Posted by ESC on November 13, 2000
In Reply to: School/Work Phrase posted by Btd on November 13, 2000
: Old phrase: To play "Hookie" from work (or school). Where did this come from? And why do you "play" it?
PLAY HOOKY - "There is no widely accepted explanation for the word 'hookey' or 'hooky.' An Americanism that arose in the late 19th century, when compulsory attendance laws became the rule in public schools, 'hooky' may be a compression of the older expression 'hook it,' 'to escape or make off,' formed by dropping the 't' in the phrase. Or it could be related to the old slang word 'hook,' meaning 'to steal,': kids stealing a day off from school. 'Hooky' has so often been associated with going fishing that it may even owe its life to 'getting off the hook' the way a fish can; anyway, school is often insufferable as a hook to schoolchildren and many kids squirming in their seats all day look like they are on a hook." From "Encyclopedia of Word and Phrase Origins" by Robert Hendrickson (Facts on File, New York, 1997).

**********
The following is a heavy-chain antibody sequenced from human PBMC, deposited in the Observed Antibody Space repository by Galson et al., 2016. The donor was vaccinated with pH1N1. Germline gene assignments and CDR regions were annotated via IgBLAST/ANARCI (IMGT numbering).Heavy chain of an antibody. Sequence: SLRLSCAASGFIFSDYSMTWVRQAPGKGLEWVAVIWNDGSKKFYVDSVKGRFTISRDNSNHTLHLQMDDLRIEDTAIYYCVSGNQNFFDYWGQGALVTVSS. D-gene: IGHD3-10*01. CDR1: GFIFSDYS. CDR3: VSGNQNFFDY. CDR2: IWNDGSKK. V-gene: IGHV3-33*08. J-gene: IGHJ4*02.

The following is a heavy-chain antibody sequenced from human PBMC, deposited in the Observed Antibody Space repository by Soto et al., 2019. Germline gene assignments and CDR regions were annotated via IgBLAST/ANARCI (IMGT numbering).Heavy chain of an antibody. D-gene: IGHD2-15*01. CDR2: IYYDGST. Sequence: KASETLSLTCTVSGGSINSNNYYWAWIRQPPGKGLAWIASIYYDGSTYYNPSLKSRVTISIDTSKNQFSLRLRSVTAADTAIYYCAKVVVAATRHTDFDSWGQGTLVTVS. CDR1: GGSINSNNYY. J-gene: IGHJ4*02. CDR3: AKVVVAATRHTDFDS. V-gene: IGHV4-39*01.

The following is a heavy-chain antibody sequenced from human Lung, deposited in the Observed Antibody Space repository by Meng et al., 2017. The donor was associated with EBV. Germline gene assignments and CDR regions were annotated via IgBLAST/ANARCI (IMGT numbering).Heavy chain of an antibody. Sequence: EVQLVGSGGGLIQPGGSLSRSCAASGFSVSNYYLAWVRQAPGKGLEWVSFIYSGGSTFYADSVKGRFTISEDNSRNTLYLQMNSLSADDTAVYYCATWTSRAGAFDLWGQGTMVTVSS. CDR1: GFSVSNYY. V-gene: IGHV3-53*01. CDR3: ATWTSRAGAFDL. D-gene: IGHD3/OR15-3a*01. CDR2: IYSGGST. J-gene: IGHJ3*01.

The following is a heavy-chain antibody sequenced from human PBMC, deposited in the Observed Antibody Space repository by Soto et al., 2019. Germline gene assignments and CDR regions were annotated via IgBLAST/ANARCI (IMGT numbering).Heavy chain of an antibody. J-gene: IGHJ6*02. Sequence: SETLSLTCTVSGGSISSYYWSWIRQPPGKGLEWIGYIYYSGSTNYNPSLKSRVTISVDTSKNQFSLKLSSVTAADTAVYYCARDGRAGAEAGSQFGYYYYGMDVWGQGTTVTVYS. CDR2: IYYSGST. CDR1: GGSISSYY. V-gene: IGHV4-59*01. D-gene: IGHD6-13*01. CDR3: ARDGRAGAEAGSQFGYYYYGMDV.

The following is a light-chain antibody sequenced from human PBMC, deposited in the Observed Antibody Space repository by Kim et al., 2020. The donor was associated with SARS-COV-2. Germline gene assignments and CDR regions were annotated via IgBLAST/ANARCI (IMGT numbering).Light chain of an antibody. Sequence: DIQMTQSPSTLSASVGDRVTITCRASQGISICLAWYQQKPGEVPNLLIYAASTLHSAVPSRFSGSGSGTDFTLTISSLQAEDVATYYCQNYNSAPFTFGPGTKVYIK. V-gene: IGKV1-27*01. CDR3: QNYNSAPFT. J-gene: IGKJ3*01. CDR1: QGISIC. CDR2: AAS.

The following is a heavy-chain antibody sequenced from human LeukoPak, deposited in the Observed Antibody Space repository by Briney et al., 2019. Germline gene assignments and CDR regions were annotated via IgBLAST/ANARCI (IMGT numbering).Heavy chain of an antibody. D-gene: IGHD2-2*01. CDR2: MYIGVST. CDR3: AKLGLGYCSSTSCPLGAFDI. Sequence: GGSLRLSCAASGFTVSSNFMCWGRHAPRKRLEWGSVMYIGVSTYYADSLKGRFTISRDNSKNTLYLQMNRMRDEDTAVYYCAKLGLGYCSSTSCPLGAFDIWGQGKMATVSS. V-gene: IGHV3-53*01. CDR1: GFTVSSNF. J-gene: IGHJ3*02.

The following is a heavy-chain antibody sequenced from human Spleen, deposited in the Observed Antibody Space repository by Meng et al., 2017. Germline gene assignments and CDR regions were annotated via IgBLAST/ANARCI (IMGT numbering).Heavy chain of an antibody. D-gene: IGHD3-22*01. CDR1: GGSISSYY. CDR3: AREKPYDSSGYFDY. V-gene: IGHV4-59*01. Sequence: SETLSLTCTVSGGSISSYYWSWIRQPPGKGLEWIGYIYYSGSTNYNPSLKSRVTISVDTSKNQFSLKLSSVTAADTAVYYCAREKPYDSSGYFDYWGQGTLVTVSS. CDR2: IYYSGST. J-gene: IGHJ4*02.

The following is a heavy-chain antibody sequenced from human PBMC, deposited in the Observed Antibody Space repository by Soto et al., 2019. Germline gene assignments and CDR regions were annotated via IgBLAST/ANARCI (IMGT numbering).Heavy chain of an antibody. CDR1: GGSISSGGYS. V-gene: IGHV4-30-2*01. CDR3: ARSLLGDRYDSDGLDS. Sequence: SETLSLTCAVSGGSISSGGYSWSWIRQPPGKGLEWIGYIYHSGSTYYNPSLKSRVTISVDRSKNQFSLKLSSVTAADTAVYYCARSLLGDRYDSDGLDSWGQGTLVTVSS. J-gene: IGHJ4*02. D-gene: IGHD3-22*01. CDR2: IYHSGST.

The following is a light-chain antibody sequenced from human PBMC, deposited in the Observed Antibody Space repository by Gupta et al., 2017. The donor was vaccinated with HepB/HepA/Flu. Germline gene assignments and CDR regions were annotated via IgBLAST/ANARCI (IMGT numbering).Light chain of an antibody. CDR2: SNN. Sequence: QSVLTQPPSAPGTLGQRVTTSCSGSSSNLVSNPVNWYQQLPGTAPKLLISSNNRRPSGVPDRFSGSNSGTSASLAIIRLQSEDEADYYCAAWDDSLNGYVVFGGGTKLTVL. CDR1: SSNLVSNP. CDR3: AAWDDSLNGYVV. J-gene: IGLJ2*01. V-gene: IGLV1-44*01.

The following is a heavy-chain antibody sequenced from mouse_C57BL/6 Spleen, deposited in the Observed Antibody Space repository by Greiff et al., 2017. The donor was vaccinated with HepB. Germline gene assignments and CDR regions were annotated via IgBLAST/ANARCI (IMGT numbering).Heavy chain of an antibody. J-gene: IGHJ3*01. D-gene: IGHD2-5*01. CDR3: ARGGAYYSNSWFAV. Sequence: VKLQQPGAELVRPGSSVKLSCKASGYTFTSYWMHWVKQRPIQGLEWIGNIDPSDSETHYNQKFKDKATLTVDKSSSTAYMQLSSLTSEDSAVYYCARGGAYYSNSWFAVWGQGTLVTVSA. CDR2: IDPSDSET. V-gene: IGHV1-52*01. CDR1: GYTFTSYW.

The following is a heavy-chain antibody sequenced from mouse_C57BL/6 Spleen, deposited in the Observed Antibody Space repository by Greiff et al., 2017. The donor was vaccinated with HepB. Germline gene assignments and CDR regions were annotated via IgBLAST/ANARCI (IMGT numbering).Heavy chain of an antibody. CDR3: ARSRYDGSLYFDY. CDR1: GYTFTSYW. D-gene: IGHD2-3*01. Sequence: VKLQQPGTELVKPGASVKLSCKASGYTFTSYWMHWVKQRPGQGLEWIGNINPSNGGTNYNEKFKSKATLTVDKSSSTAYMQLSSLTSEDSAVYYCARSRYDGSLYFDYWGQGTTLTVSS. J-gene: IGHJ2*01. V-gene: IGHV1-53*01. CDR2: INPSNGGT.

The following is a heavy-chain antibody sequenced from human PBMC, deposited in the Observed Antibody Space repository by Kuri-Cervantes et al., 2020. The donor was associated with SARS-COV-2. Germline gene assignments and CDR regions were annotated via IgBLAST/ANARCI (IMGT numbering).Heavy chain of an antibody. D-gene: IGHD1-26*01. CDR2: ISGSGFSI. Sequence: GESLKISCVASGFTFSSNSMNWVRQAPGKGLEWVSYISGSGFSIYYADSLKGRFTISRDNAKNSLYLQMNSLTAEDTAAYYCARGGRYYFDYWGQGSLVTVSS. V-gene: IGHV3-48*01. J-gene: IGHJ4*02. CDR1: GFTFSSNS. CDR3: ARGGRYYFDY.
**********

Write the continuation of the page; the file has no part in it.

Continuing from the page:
(Note: in the U.S. "public schools" are run by government.)
Another expression for "playing hooky" or "playing sick" -- "taking a mental health day."